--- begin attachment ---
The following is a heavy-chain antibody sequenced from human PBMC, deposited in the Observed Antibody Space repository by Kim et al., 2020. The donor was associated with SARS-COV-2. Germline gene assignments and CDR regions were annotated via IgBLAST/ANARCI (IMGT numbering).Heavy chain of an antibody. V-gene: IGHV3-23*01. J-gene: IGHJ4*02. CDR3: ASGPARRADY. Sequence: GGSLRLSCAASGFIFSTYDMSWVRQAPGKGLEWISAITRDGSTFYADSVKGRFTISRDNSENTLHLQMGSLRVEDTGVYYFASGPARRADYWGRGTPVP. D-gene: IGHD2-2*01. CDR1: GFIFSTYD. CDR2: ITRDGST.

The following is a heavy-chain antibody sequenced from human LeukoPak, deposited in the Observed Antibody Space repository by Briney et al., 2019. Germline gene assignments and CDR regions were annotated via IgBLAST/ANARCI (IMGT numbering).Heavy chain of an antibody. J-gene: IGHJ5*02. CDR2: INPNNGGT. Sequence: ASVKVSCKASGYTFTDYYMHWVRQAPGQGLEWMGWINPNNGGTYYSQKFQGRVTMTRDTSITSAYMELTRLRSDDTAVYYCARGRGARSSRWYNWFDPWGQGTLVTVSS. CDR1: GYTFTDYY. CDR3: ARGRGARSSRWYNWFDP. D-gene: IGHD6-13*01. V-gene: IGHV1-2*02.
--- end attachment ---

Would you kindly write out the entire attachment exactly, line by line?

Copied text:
The following is a heavy-chain antibody sequenced from human PBMC, deposited in the Observed Antibody Space repository by Kim et al., 2020. The donor was associated with SARS-COV-2. Germline gene assignments and CDR regions were annotated via IgBLAST/ANARCI (IMGT numbering).Heavy chain of an antibody. V-gene: IGHV3-23*01. J-gene: IGHJ4*02. CDR3: ASGPARRADY. Sequence: GGSLRLSCAASGFIFSTYDMSWVRQAPGKGLEWISAITRDGSTFYADSVKGRFTISRDNSENTLHLQMGSLRVEDTGVYYFASGPARRADYWGRGTPVP. D-gene: IGHD2-2*01. CDR1: GFIFSTYD. CDR2: ITRDGST.

The following is a heavy-chain antibody sequenced from human LeukoPak, deposited in the Observed Antibody Space repository by Briney et al., 2019. Germline gene assignments and CDR regions were annotated via IgBLAST/ANARCI (IMGT numbering).Heavy chain of an antibody. J-gene: IGHJ5*02. CDR2: INPNNGGT. Sequence: ASVKVSCKASGYTFTDYYMHWVRQAPGQGLEWMGWINPNNGGTYYSQKFQGRVTMTRDTSITSAYMELTRLRSDDTAVYYCARGRGARSSRWYNWFDPWGQGTLVTVSS. CDR1: GYTFTDYY. CDR3: ARGRGARSSRWYNWFDP. D-gene: IGHD6-13*01. V-gene: IGHV1-2*02.